• Bryan Haines Aug 4, 2013, 8:03 pm

          You’re right. You didn’t use the word dishonest. But I would call anyone who charges $3000 for a $10 service dishonest. I take issue with the suggestion that all lawyers are overcharging.

          I agree that there is a need to research before hiring. While we used lawyers for processes here in Ecuador we arranged all the paperwork back in Canada.

    • Kathie Sedwick Aug 4, 2013, 3:14 pm

      Hi Nina,

      I’m sure there are plenty of people looking to take advantage of foreigners, but we’ve found Grace’s fees to be extreme reasonable and she’s been great. She came highly recommended from other ex-pats, now from Bryan and Dena, and we can add our recommendation. I’m sure a lot of this can be done without an attorney if you know what you’re doing, but my husband and I feel a lot better about having someone help us with all this.

  • Graham Aug 4, 2013, 12:03 am

    Am I correct to assume the 12% recapture of taxes under the resident visas/over sixty-five years old status, is not applicable on rent payments of rental property? How about the purchase of food items … and if so, are receipts of sale easily obtained … even to include purchases from within a farmers market type establishment?

  • Marian Aug 3, 2013, 11:50 pm

    Bryan, you always post very usable, expat friendly information. I am always interested to hear what you have to say, that would be helpful when my husband and I relocate to Cuenca. The video regarding benefits of acquiring real estate and thus citizenship in Ecuador is a gem. We are going to buy and thus make our life in Cuenca easy in all regards. Thanks and greetings from Phoenix, AZ!

  • Jakob Aug 3, 2013, 10:57 pm

    I have gone through the process of buying property in Ecuador twice so far and I can tell you that there are many intricacies that are not in the “manual”. I did all my paperwork myself and did not use a lawyer at all. I only used a notary to create the new title (escrituras) and dealt with the authorities before and after personally. My wife worked for a real estate company in Ecuador that went bankrupt which also taught me a thing or two about the system. I could write a book about it, but instead I will give you a few pillars and you can investigate around them yourself:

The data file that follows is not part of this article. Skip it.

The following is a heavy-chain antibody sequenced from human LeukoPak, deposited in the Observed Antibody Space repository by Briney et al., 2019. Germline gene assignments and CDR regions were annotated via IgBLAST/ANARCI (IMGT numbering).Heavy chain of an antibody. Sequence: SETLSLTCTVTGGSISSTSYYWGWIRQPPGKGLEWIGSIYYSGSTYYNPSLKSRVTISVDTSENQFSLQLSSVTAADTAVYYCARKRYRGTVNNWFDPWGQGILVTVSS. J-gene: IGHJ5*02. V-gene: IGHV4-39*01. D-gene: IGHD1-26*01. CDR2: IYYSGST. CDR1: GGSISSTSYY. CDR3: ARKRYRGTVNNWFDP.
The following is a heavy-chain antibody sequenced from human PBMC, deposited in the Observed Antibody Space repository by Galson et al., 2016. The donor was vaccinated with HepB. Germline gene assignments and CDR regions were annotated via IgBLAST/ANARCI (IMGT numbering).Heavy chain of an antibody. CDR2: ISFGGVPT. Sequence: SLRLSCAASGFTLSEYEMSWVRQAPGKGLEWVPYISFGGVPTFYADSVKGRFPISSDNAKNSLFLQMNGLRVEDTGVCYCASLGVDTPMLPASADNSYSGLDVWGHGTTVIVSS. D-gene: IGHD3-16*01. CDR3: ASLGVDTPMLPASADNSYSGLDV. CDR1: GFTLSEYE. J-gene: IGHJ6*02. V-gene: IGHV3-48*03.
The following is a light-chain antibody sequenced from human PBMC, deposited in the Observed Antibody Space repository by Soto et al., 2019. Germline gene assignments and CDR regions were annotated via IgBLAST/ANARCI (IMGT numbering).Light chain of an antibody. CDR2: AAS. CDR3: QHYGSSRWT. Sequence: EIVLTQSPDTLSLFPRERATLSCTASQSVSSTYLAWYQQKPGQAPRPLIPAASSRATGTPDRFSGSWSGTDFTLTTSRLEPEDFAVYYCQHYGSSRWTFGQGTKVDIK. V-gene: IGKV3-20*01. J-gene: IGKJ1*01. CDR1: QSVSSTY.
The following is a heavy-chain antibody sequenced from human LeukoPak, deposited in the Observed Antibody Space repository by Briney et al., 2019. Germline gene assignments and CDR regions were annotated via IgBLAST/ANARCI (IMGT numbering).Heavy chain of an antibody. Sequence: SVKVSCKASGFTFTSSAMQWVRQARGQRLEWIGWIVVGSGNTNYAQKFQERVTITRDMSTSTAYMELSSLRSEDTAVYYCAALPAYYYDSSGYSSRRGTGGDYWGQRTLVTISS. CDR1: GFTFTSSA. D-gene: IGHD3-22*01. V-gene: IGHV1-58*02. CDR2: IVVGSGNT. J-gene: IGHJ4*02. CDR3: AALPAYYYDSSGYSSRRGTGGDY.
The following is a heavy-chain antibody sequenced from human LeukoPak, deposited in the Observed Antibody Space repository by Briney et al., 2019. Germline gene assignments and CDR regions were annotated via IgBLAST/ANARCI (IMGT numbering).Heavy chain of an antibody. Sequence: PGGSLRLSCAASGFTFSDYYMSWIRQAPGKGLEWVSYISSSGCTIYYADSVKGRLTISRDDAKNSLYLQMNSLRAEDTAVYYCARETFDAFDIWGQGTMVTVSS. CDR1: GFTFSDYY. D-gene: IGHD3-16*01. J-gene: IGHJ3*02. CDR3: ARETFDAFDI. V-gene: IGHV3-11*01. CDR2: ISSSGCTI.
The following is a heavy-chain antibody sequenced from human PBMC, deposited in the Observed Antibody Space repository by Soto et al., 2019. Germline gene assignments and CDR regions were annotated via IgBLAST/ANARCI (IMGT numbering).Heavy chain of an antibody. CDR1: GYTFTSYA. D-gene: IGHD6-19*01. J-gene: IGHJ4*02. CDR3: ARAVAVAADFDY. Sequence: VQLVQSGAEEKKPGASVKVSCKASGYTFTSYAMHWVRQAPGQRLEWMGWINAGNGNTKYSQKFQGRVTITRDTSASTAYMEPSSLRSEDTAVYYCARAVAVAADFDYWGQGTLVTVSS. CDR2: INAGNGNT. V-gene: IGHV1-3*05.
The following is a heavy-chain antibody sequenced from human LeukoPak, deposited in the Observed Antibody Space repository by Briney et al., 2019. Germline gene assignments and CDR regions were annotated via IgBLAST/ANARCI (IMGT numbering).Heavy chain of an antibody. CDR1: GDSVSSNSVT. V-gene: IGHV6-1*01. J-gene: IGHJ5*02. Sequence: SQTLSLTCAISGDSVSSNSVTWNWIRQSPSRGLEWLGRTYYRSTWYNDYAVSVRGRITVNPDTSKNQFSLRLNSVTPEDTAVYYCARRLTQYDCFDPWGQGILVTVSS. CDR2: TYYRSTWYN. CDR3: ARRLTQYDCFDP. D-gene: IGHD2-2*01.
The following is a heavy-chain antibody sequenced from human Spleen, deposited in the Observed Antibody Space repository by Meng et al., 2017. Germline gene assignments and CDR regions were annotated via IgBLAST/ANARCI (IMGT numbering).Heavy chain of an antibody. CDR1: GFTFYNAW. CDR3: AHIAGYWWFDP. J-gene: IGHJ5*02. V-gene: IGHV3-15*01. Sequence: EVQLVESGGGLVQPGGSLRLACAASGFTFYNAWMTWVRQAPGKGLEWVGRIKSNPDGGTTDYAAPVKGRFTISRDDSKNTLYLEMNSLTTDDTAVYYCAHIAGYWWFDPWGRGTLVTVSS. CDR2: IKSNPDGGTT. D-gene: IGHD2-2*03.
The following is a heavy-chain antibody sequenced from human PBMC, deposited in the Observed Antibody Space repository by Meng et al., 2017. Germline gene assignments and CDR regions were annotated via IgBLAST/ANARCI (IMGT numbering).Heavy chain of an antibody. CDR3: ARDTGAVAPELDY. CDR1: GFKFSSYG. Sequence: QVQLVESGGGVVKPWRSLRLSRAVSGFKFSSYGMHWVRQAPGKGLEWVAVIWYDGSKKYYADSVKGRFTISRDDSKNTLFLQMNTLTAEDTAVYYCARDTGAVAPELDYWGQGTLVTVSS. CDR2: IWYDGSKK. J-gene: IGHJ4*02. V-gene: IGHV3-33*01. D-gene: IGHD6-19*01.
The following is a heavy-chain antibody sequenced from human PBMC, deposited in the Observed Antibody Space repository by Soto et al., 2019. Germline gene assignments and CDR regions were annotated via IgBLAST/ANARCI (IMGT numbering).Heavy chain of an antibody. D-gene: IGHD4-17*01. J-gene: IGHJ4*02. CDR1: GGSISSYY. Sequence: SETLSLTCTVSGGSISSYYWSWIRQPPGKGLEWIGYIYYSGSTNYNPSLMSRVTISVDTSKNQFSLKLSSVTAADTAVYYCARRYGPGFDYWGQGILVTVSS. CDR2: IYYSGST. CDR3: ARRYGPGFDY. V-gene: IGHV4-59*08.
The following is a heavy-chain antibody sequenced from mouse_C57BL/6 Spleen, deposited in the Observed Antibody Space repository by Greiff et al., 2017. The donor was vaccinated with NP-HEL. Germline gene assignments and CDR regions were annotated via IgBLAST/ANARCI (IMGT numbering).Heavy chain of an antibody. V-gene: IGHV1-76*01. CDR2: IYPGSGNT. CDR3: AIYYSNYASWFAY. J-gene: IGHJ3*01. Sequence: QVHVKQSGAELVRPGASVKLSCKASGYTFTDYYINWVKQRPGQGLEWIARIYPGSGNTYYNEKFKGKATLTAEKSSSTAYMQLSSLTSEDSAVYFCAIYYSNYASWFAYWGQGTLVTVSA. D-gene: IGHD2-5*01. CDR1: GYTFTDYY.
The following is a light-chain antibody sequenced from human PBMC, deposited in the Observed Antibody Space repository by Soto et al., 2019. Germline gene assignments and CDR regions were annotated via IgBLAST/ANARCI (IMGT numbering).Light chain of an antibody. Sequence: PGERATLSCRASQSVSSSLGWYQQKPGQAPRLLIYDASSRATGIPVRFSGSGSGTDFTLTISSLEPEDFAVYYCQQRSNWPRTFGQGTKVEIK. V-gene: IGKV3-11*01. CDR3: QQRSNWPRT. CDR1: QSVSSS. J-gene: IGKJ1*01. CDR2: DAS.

– If you don’t speak Spanish let a trustworthy lawyer do the entire thing for you. Beware of crooks.
    – Don’t buy communal land (comuna) or land whose paperwork consists of a “cesion de derechos” unless you know exactly what you are doing. Always ask if the owner can show you the “escrituras”. If not, walk away. Make sure you know the difference between “cesion de derechos” and “escrituras” or you might not be able to tell the difference.
    – When buying land make sure you have it measured out (informe tecnico). Not all lots’ measurements comply with what is on paper. There is a general version of this where someone from the municipio moves in with a mere measuring tape and a detailed version where they actually plug sticks into the ground and connect them by thread for a detailed land survey. In my case a metre was missing on a length of 20m reducing the area by approximately 20 square metres. I talked to the neighbours to adjust their fence and struck a deal with the seller (I still bought).
    – You will have to deal with the following entities during the process of purchase of land or resale house. Make sure you know their fee structure before you approach them. Those fees may vary from canton to canton (administrative district), but they might also vary according to how gullible you look on any given day.
    1. Municipio (Municipality)
    2. Registro de Propiedad (Property Registry)
    3. Notario (Notary)
    4. Cuerpo de Bomberos (local firefighters’ office)
    – If you buy a house from a builder they will handle a lot of the paperwork for you, but it is not like in North America. The builder will only start building once you pay the money, and they will do so with YOUR money. If the builder goes bankrupt your money is gone. You still own the land and whatever construction is already on the land.